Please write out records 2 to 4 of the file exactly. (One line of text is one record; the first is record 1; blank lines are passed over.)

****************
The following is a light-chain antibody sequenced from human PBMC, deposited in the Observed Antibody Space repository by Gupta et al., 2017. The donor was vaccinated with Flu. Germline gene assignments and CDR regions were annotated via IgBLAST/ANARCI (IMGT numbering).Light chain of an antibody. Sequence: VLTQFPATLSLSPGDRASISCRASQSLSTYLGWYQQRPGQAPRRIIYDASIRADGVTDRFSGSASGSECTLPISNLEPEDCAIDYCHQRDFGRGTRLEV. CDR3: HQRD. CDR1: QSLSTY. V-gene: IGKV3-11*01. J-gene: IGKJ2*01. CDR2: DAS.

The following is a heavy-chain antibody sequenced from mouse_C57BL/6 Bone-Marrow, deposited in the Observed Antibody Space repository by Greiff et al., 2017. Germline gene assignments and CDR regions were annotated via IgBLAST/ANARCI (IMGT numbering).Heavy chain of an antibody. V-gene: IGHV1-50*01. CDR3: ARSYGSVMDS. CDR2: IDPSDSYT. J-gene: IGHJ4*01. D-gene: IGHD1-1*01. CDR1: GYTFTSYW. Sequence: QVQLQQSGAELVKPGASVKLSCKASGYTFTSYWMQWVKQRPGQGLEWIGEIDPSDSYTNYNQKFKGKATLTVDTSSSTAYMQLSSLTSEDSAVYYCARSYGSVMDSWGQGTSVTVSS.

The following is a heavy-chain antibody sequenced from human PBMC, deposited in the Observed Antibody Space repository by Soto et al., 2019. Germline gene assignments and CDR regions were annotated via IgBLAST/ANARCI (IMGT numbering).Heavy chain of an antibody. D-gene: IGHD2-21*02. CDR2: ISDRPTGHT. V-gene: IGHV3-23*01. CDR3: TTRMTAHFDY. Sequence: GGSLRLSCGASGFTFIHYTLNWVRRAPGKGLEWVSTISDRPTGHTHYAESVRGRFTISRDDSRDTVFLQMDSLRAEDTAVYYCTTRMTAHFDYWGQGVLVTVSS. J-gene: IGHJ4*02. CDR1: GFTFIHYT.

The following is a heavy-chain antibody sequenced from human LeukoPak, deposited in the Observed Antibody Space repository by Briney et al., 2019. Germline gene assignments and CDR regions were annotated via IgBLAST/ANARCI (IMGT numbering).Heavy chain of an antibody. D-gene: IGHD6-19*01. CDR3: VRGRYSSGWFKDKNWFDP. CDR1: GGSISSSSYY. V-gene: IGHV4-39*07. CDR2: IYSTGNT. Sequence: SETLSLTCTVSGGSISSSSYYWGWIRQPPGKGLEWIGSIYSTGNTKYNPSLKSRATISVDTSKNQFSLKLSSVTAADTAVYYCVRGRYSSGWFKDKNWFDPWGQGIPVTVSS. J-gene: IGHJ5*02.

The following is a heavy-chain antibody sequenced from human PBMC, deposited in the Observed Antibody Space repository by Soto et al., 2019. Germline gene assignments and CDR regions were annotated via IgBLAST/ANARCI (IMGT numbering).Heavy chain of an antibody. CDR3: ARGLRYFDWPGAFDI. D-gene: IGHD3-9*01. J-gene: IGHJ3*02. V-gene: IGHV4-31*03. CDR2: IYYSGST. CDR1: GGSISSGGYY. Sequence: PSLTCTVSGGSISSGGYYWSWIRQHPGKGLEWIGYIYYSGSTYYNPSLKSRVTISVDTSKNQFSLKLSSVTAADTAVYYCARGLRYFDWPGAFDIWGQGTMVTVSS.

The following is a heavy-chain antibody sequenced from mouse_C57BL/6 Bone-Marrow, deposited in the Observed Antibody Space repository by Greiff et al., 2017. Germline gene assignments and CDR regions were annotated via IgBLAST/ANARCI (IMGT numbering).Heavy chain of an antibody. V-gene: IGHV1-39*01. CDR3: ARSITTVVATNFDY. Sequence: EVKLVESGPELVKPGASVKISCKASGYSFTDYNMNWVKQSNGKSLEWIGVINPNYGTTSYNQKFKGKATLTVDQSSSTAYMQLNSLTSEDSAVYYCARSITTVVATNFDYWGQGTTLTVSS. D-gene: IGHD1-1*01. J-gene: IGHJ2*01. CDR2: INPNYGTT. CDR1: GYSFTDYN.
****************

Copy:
The following is a heavy-chain antibody sequenced from mouse_C57BL/6 Bone-Marrow, deposited in the Observed Antibody Space repository by Greiff et al., 2017. Germline gene assignments and CDR regions were annotated via IgBLAST/ANARCI (IMGT numbering).Heavy chain of an antibody. V-gene: IGHV1-50*01. CDR3: ARSYGSVMDS. CDR2: IDPSDSYT. J-gene: IGHJ4*01. D-gene: IGHD1-1*01. CDR1: GYTFTSYW. Sequence: QVQLQQSGAELVKPGASVKLSCKASGYTFTSYWMQWVKQRPGQGLEWIGEIDPSDSYTNYNQKFKGKATLTVDTSSSTAYMQLSSLTSEDSAVYYCARSYGSVMDSWGQGTSVTVSS.

The following is a heavy-chain antibody sequenced from human PBMC, deposited in the Observed Antibody Space repository by Soto et al., 2019. Germline gene assignments and CDR regions were annotated via IgBLAST/ANARCI (IMGT numbering).Heavy chain of an antibody. D-gene: IGHD2-21*02. CDR2: ISDRPTGHT. V-gene: IGHV3-23*01. CDR3: TTRMTAHFDY. Sequence: GGSLRLSCGASGFTFIHYTLNWVRRAPGKGLEWVSTISDRPTGHTHYAESVRGRFTISRDDSRDTVFLQMDSLRAEDTAVYYCTTRMTAHFDYWGQGVLVTVSS. J-gene: IGHJ4*02. CDR1: GFTFIHYT.

The following is a heavy-chain antibody sequenced from human LeukoPak, deposited in the Observed Antibody Space repository by Briney et al., 2019. Germline gene assignments and CDR regions were annotated via IgBLAST/ANARCI (IMGT numbering).Heavy chain of an antibody. D-gene: IGHD6-19*01. CDR3: VRGRYSSGWFKDKNWFDP. CDR1: GGSISSSSYY. V-gene: IGHV4-39*07. CDR2: IYSTGNT. Sequence: SETLSLTCTVSGGSISSSSYYWGWIRQPPGKGLEWIGSIYSTGNTKYNPSLKSRATISVDTSKNQFSLKLSSVTAADTAVYYCVRGRYSSGWFKDKNWFDPWGQGIPVTVSS. J-gene: IGHJ5*02.